KUALA LUMPUR, Aug 8 (Thomson Reuters Foundation) - Rights activists called on Tuesday for the release of a prominent Cambodian land rights campaigner after a court upheld her sentence in a case which has become emblematic of the struggle by local communities against evictions.
Nicknamed the "women of the lake", Tep Vanny and her group of female activists from Phnom Penh's Boeung Kak lake area have for years waged a campaign defending their homes from a luxury real estate project.
The mother-of-two was sentenced in February to two and a half years in prison after she was convicted of assaulting security guards while trying to deliver a petition to Prime Minister Hun Sen in 2013. The case sparked an international outcry.
Cambodia's Court of Appeal reaffirmed her conviction on Tuesday, prompting protests from Vanny in court who called the verdict as "injustice", according to The Cambodia Daily.
New York-based watchdog Human Rights Watch condemned the court's decision and urged Cambodia to quash her conviction and release her immediately.
"The case against Tep Vanny is a blatant misuse of prosecutorial power to punish her for her peaceful activism," its deputy Asia director Phil Robertson said in a statement.
"This prosecution is intended to silence Tep Vanny and intimidate other Cambodian activists," he added, describing the charges against Vanny as "politically motivated".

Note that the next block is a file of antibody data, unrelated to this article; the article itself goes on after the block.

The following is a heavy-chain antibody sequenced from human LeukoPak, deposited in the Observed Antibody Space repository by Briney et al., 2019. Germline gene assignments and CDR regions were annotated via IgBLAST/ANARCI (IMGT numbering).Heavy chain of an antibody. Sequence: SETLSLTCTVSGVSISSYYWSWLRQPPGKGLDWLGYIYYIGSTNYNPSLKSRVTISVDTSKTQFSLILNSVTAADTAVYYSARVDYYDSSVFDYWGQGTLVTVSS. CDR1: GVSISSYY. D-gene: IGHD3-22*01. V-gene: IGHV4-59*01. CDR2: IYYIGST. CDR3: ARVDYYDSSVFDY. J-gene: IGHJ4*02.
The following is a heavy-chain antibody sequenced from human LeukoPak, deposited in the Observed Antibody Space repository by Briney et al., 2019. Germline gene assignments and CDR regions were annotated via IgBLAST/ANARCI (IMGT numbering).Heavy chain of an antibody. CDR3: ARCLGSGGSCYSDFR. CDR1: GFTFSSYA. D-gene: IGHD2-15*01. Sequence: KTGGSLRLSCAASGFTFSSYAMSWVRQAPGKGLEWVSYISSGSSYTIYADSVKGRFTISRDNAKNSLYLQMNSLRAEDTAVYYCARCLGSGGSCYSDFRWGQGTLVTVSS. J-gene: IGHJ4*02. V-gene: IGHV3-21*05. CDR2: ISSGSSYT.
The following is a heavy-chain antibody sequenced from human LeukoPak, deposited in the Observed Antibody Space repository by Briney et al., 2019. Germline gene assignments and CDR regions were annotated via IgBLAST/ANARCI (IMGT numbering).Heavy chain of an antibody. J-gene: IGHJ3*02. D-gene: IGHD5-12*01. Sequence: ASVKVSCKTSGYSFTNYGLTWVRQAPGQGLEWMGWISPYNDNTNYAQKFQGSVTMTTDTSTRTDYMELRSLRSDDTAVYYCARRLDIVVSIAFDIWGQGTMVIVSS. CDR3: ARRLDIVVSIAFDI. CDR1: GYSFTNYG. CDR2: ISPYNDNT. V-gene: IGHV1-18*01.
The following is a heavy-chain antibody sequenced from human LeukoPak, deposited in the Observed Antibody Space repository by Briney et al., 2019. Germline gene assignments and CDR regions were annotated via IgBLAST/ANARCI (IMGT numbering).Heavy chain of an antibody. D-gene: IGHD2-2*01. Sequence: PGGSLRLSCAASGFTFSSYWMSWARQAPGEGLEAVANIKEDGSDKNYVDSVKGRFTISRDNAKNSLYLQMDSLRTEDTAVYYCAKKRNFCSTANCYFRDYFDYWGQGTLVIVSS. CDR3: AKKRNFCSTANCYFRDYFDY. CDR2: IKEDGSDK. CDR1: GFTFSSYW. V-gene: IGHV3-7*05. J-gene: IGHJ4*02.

Home to 15 million people, impoverished Cambodia has a long history of disputes over land rights, many dating back to the 1970s when the Khmer Rouge regime destroyed property records.
Between 2000 and 2014, about 770,000 Cambodians were affected by land disputes, according to human rights lawyers.
Amnesty International said in a report in May that Cambodia was using a "tight grip" on its criminal justice system to muzzle activists, including land rights defenders.
It said the case against Vanny showed "the lengths to which the authorities will go to use, bend and break the rules of criminal procedure to imprison activists".
The government has denied the claim.
Amnesty says 42 criminal cases have been brought against the Boeung Kak activists since 2011.
The conflict in Boeung Kak began a decade ago when nearly 4,000 families were stripped of their housing rights after the government leased the area to make way for an upmarket mini-city.
Since then, the lake has been filled with sand and most of the 4,000 families evicted, with little to no compensation.